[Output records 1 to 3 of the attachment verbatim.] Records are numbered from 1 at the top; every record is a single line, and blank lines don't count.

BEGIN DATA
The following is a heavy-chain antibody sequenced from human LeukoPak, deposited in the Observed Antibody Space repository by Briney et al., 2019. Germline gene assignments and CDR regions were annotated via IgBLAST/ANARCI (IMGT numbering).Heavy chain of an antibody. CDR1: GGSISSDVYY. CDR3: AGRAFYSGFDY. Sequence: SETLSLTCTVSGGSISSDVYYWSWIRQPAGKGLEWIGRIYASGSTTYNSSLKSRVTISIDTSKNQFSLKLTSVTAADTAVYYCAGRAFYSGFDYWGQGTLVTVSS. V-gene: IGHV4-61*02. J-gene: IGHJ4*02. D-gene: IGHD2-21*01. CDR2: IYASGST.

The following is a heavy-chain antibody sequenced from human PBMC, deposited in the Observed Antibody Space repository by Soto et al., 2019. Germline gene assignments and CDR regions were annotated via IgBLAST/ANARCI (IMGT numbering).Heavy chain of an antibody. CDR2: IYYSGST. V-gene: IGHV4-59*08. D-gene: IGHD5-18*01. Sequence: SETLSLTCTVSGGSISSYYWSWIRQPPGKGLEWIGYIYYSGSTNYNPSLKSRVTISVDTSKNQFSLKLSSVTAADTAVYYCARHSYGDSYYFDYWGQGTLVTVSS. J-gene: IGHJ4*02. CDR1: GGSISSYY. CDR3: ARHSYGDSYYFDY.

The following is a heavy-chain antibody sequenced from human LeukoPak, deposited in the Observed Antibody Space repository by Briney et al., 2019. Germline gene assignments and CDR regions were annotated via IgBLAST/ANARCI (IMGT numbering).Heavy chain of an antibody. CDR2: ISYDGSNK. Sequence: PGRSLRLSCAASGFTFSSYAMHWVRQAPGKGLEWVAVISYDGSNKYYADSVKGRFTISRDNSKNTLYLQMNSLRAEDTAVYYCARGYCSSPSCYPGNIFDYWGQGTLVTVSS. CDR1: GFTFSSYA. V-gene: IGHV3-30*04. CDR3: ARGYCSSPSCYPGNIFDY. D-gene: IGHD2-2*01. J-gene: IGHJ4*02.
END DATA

The following is a heavy-chain antibody sequenced from human LeukoPak, deposited in the Observed Antibody Space repository by Briney et al., 2019. Germline gene assignments and CDR regions were annotated via IgBLAST/ANARCI (IMGT numbering).Heavy chain of an antibody. CDR1: GGSISSDVYY. CDR3: AGRAFYSGFDY. Sequence: SETLSLTCTVSGGSISSDVYYWSWIRQPAGKGLEWIGRIYASGSTTYNSSLKSRVTISIDTSKNQFSLKLTSVTAADTAVYYCAGRAFYSGFDYWGQGTLVTVSS. V-gene: IGHV4-61*02. J-gene: IGHJ4*02. D-gene: IGHD2-21*01. CDR2: IYASGST.

The following is a heavy-chain antibody sequenced from human PBMC, deposited in the Observed Antibody Space repository by Soto et al., 2019. Germline gene assignments and CDR regions were annotated via IgBLAST/ANARCI (IMGT numbering).Heavy chain of an antibody. CDR2: IYYSGST. V-gene: IGHV4-59*08. D-gene: IGHD5-18*01. Sequence: SETLSLTCTVSGGSISSYYWSWIRQPPGKGLEWIGYIYYSGSTNYNPSLKSRVTISVDTSKNQFSLKLSSVTAADTAVYYCARHSYGDSYYFDYWGQGTLVTVSS. J-gene: IGHJ4*02. CDR1: GGSISSYY. CDR3: ARHSYGDSYYFDY.

The following is a heavy-chain antibody sequenced from human LeukoPak, deposited in the Observed Antibody Space repository by Briney et al., 2019. Germline gene assignments and CDR regions were annotated via IgBLAST/ANARCI (IMGT numbering).Heavy chain of an antibody. CDR2: ISYDGSNK. Sequence: PGRSLRLSCAASGFTFSSYAMHWVRQAPGKGLEWVAVISYDGSNKYYADSVKGRFTISRDNSKNTLYLQMNSLRAEDTAVYYCARGYCSSPSCYPGNIFDYWGQGTLVTVSS. CDR1: GFTFSSYA. V-gene: IGHV3-30*04. CDR3: ARGYCSSPSCYPGNIFDY. D-gene: IGHD2-2*01. J-gene: IGHJ4*02.